This week’s column is about one of the biggest recent “trends” — dubstep.
Dubstep is a genre of electronic dance music first introduced around 2000 in South London by artists such as Rusko, Caspa, Skream and Benga. It is known for tightly coiled productions with overwhelming bass lines and reverberant drum patterns, clipped samples, and occasional vocals. Recently, dubstep exploded all over the U.S. thanks to the American producer and DJ, Skrillex. The reason dubstep is relevant for this space is that it is a technologically driven genre. Its limits are only those presented by available technological resources, and the more the field of electronic music advances, the more the music changes.
The basic tools or instruments most commonly used in dubstep are: a sampler, drum machine, synthesizer, keyboard (Midi) and computer. I know that all of you know what a computer is (because otherwise you wouldn’t be reading this), but as for the rest of the equipment, I will now explain:
- A Synthesizer is a machine (usually a keyboard) capable of producing sounds by generating electrical signals of different frequencies.
- A sampler generates sounds using recordings (samples) of sounds that are loaded or recorded into it and played back with an interface (often a keyboard).
- A drum machine is an instrument designed to imitate the sound of drums or other percussion instruments. They are used in a variety of musical genres, not just purely electronic music. They are also a common necessity when session drummers are not available or desired.
- I suppose all of you know what a keyboard is, but you may not know the difference between a standard musical keyboard and a Midi keyboard. First, Midi stands for Musical Instrument Digital Interface. The difference from between a standard keyboard and a Midi keyboard is that the Midi keyboard integrates with a computer. The Midi keyboard is plugged into a computer via USB or Midi cable and controls a computer’s software. The software on the computer can serve any number of functions, from metronome to sampler to digitally voiced instrument.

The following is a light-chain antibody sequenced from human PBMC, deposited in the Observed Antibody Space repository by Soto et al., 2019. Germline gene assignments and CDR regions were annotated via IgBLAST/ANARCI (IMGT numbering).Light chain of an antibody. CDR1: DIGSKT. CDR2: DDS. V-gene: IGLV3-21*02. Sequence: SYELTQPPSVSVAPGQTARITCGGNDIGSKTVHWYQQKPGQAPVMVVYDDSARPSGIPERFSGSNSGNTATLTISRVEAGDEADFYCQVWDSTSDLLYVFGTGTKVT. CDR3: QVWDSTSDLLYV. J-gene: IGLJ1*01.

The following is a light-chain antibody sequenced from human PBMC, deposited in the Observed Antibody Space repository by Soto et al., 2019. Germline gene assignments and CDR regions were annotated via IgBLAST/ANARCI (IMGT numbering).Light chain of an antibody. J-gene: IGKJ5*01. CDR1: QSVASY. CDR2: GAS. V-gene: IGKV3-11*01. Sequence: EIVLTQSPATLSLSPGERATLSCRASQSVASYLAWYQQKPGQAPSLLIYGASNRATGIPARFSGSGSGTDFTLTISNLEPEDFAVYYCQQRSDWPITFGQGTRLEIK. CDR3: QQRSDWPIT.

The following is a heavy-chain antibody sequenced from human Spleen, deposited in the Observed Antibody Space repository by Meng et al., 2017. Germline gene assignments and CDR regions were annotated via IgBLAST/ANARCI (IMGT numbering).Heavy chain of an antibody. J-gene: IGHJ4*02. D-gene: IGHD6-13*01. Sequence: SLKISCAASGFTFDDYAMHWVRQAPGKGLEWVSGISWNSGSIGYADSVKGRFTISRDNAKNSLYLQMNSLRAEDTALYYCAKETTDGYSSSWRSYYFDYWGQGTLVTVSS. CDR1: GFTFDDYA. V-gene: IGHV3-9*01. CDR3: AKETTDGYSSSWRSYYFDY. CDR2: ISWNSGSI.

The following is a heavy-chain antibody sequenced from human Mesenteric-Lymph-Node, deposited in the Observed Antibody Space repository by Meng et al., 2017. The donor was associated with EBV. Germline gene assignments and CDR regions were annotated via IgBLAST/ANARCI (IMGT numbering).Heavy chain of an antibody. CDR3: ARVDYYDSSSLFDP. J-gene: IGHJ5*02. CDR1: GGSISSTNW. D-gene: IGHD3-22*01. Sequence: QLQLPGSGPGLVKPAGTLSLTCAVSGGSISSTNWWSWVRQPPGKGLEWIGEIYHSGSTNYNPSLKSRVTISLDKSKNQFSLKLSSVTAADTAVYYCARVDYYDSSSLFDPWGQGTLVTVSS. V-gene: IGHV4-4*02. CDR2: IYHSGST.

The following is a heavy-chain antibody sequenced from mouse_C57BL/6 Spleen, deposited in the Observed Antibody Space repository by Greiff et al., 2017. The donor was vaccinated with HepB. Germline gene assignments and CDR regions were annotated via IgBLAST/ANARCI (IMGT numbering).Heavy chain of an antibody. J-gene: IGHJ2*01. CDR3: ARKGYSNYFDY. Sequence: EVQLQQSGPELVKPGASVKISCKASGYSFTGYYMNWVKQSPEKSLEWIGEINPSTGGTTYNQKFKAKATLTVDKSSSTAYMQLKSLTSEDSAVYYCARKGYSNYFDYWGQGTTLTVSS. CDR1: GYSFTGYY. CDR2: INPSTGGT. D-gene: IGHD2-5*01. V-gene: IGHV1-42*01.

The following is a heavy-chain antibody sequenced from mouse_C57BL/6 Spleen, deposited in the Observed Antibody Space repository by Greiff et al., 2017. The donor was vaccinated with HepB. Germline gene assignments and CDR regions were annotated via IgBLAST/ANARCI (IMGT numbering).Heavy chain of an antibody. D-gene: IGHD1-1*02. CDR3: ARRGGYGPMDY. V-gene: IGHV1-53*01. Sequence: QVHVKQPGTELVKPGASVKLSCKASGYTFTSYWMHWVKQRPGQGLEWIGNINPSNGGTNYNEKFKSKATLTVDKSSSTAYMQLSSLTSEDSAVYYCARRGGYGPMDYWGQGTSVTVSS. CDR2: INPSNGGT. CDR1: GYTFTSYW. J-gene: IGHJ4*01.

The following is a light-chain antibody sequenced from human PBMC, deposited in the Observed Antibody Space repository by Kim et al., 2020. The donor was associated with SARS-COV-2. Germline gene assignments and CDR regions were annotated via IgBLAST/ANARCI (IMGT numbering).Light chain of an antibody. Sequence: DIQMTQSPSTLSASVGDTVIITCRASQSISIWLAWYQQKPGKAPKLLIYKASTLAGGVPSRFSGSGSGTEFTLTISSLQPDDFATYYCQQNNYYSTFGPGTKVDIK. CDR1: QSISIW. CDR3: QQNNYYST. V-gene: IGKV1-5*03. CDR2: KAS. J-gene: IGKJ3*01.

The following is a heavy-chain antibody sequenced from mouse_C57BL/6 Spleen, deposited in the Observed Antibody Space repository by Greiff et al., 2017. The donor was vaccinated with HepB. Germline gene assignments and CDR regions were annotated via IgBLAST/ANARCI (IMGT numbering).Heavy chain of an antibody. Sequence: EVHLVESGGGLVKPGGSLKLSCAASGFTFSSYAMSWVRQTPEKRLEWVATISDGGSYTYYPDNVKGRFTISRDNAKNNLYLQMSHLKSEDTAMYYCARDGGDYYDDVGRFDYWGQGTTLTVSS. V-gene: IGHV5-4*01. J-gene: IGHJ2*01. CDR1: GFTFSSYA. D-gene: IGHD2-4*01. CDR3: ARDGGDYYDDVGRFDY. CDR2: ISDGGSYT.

- There is a huge amount of music producing software available that can be used for dubstep. Among the more popular programs, Fruity Loops is an entry level unit, and Ableton Live and Massive seem to be more for the advanced user. Some of the more popular producers and DJ’s use these software packages; I know for a fact that Skrillex uses Ableton Live for live shows.
As the software gets more advanced it becomes more expensive. I plan to begin my foray into the artform with Fruity Loops (here is a link to a demo you can try), but after that I plan on getting “the builder” (my dad) to buy me a lot of equipment and software, and who knows, maybe I will one day be referred to as the “dubstep phenomenon of the ‘ass crack’ of Brittany, France.”
The popularity of the dubstep has gone completely through the roof. There are over 40,000 dubstep-related videos on YouTube and nearly 25,000 results for “dubstep remix.” My personal opinion is that it is only going to get bigger because although it is still called a trend, it has been around a while now and if I am perfectly honest, I can’t see its popularity fading quite yet. Well, at least I hope so…
Another reason dubstep may be here to stay is because as the technology gets better, the genre’s limitations continue to dissolve. That is why as a fan of both music and technology, I’ll keep listening and enjoying.
You can read Fif-TECH-teen weekly right here on Tattletech. You can also follow Sean on Twitter @sean_edwards1.